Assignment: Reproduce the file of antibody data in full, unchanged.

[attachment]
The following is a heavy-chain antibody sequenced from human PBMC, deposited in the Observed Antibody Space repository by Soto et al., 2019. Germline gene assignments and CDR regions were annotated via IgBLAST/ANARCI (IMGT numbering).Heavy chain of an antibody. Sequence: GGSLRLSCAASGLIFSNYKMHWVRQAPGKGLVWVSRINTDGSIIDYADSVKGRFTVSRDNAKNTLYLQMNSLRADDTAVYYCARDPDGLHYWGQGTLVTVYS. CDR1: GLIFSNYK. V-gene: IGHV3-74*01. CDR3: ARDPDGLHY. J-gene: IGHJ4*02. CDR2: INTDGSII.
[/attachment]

The following is a heavy-chain antibody sequenced from human PBMC, deposited in the Observed Antibody Space repository by Soto et al., 2019. Germline gene assignments and CDR regions were annotated via IgBLAST/ANARCI (IMGT numbering).Heavy chain of an antibody. Sequence: GGSLRLSCAASGLIFSNYKMHWVRQAPGKGLVWVSRINTDGSIIDYADSVKGRFTVSRDNAKNTLYLQMNSLRADDTAVYYCARDPDGLHYWGQGTLVTVYS. CDR1: GLIFSNYK. V-gene: IGHV3-74*01. CDR3: ARDPDGLHY. J-gene: IGHJ4*02. CDR2: INTDGSII.